In so far as moral tone is concerned the human soul enters this realm at puberty and though some character traits can be seen previously it is also obvious that work is being done , by the child in his growth into manhood, to alleviate untoward behavior.

Really, I can go on but its not worth the effort for the socialistic bean counters are continuing their aberrant fight against the religious/spirit and are using children to promote their ill gotten manners.

You're telling me that this study was done properly, with some exceptions, which in turn should make it ok or plausible to the unwashed but I'm saying that its no more than a fluff piece meant to harm or hurt those who read and importantly those involved, the objects of this "science".

The aesthetics of this situation is ill will and not meant to ennoble the fellow human being . It is destructive , judgmental, and meant to harm.

The other and most important part is that the thought process of modern science are for the inorganic and when you or I decide to "study" human beings ala "social science" the methodology is specious (did I use it right here ?) for one must consider that knowledge of man or the human being is the first order of concern for a real study of the human soul, not some statistical misfit.

If someone wishes to discuss "altruism" and "egoism" it would be a good thread, as the exposure of these terms would be ennobling and even enlightening.

30 stickers to classify the child ? This alone should send the "study" into the trash bin. You can't use a "study" to know the world any more than one should wait for "science" to "prove"we digest before we eat ; of course we would then die of starvation in order to "prove" this "science", fitting. LOL

Last edited by carlo; Today at 08:31 AM.
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Old Today, 08:42 AM   #33
tame_deuces
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Re: Religious children are meaner than their secular counterparts, study finds

Well, it is perhaps a bit disingenuous in the sense that they knew very well what they would find. All the traits explored here are behaviors that are fairly well known from religiosity studies beforehand. And the phrasing should have been clearer on it not translating to "less moral" but that it could also imply "different morals". I'll also note that I only read the report, I haven't read a full paper. I'd expect the full paper to contain a stronger listing of methodological weaknesses.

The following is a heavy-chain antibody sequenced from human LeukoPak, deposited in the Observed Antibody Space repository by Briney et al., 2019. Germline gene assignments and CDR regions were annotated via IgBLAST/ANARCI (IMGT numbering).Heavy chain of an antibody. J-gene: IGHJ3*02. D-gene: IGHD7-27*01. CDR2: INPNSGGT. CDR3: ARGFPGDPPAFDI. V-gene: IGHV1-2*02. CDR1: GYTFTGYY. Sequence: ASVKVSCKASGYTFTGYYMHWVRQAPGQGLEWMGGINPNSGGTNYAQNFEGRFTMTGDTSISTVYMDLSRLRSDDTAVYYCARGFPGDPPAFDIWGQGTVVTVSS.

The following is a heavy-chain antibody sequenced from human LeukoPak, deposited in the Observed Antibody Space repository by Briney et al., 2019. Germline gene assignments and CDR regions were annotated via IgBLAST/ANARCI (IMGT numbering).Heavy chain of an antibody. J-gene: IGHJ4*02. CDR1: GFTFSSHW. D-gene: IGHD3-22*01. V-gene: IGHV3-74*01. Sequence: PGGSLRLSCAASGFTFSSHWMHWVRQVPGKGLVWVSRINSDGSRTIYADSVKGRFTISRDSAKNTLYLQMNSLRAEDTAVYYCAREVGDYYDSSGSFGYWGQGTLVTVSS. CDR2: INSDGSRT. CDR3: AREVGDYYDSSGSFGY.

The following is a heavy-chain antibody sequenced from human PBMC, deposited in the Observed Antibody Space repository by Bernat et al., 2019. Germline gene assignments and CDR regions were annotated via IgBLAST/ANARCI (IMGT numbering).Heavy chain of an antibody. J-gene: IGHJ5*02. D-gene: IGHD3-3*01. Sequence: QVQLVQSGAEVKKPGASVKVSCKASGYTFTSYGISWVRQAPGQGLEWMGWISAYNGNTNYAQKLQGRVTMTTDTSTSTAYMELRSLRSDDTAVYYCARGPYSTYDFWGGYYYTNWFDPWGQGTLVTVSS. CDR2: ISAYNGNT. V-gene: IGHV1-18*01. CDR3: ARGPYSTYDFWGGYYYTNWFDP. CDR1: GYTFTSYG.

I'm no expert on religiosity studies but I did (or rather it is why I did) research all the names involved in the paper and they seem like well-credentialed names with relatively prestigious postings and little history of controversy.

I have seen nothing that indicates that it is somehow a "hit piece" or an attack. People imparting these behaviors on their children is no fault of the researchers, and it is certainly an interesting topic. The approach is certainly a bit pop-sciencey, intended most likely more for books, articles, press clippings and conferences than anything else - but it doesn't look like they slacked on rigor.

In short, your strong characterization seems unwarranted. Yes, there are things that likely could have been done better - but I see no conspiracy here. I can't really imagine the Templeton foundation funding such an attack anyway, it is (as I understand it) a religious organization.
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Old Today, 09:22 AM   #34
carlo
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Re: Religious children are meaner than their secular counterparts, study finds

John Templeton was a famous fund manager (Templeton Fund) who was "knighted" and the foundation, in its mission piece, speaks to science, philosophy and religion.

Words like "conspiracy" are explosive which obfuscate the inner nature of the work; they live in the water and only know one type of water, let alone perceive the air.

https://www.templeton.org/about/vision-mission-impact
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Old Today, 12:44 PM   #35
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Re: Religious children are meaner than their secular counterparts, study finds

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Originally Posted by tame_deuces View Post
Well, it is perhaps a bit disingenuous in the sense that they knew very well what they would find. All the traits explored here are behaviors that are fairly well known from religiosity studies beforehand.
From my brief reading, previous studies show the opposite to this study.